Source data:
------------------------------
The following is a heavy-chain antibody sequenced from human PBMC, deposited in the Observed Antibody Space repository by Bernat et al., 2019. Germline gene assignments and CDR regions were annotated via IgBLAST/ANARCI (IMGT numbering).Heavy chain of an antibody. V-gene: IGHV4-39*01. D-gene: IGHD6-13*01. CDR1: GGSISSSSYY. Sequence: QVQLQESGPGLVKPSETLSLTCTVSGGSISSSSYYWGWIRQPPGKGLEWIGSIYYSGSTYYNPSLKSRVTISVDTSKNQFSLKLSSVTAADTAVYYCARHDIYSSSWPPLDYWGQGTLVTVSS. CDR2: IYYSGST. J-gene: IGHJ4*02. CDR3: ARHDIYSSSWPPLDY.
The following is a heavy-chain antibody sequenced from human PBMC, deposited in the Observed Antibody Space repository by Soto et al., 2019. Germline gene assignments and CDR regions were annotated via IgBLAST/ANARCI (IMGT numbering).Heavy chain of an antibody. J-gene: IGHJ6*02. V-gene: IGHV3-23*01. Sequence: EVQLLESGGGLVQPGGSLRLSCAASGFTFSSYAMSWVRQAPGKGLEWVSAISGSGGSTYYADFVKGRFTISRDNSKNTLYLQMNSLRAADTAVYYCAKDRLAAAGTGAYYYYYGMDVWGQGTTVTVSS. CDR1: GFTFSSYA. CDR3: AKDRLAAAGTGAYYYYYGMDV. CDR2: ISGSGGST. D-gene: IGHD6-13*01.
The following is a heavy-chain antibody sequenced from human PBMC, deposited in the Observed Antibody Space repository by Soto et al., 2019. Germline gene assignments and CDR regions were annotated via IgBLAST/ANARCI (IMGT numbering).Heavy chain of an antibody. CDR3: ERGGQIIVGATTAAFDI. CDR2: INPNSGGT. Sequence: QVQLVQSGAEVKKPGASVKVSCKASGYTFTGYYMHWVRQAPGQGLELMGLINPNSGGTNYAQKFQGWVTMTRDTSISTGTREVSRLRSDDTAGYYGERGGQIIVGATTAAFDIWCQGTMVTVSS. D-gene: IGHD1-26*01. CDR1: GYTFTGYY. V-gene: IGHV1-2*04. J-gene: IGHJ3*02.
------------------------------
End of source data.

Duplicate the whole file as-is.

The following is a heavy-chain antibody sequenced from human PBMC, deposited in the Observed Antibody Space repository by Bernat et al., 2019. Germline gene assignments and CDR regions were annotated via IgBLAST/ANARCI (IMGT numbering).Heavy chain of an antibody. V-gene: IGHV4-39*01. D-gene: IGHD6-13*01. CDR1: GGSISSSSYY. Sequence: QVQLQESGPGLVKPSETLSLTCTVSGGSISSSSYYWGWIRQPPGKGLEWIGSIYYSGSTYYNPSLKSRVTISVDTSKNQFSLKLSSVTAADTAVYYCARHDIYSSSWPPLDYWGQGTLVTVSS. CDR2: IYYSGST. J-gene: IGHJ4*02. CDR3: ARHDIYSSSWPPLDY.
The following is a heavy-chain antibody sequenced from human PBMC, deposited in the Observed Antibody Space repository by Soto et al., 2019. Germline gene assignments and CDR regions were annotated via IgBLAST/ANARCI (IMGT numbering).Heavy chain of an antibody. J-gene: IGHJ6*02. V-gene: IGHV3-23*01. Sequence: EVQLLESGGGLVQPGGSLRLSCAASGFTFSSYAMSWVRQAPGKGLEWVSAISGSGGSTYYADFVKGRFTISRDNSKNTLYLQMNSLRAADTAVYYCAKDRLAAAGTGAYYYYYGMDVWGQGTTVTVSS. CDR1: GFTFSSYA. CDR3: AKDRLAAAGTGAYYYYYGMDV. CDR2: ISGSGGST. D-gene: IGHD6-13*01.
The following is a heavy-chain antibody sequenced from human PBMC, deposited in the Observed Antibody Space repository by Soto et al., 2019. Germline gene assignments and CDR regions were annotated via IgBLAST/ANARCI (IMGT numbering).Heavy chain of an antibody. CDR3: ERGGQIIVGATTAAFDI. CDR2: INPNSGGT. Sequence: QVQLVQSGAEVKKPGASVKVSCKASGYTFTGYYMHWVRQAPGQGLELMGLINPNSGGTNYAQKFQGWVTMTRDTSISTGTREVSRLRSDDTAGYYGERGGQIIVGATTAAFDIWCQGTMVTVSS. D-gene: IGHD1-26*01. CDR1: GYTFTGYY. V-gene: IGHV1-2*04. J-gene: IGHJ3*02.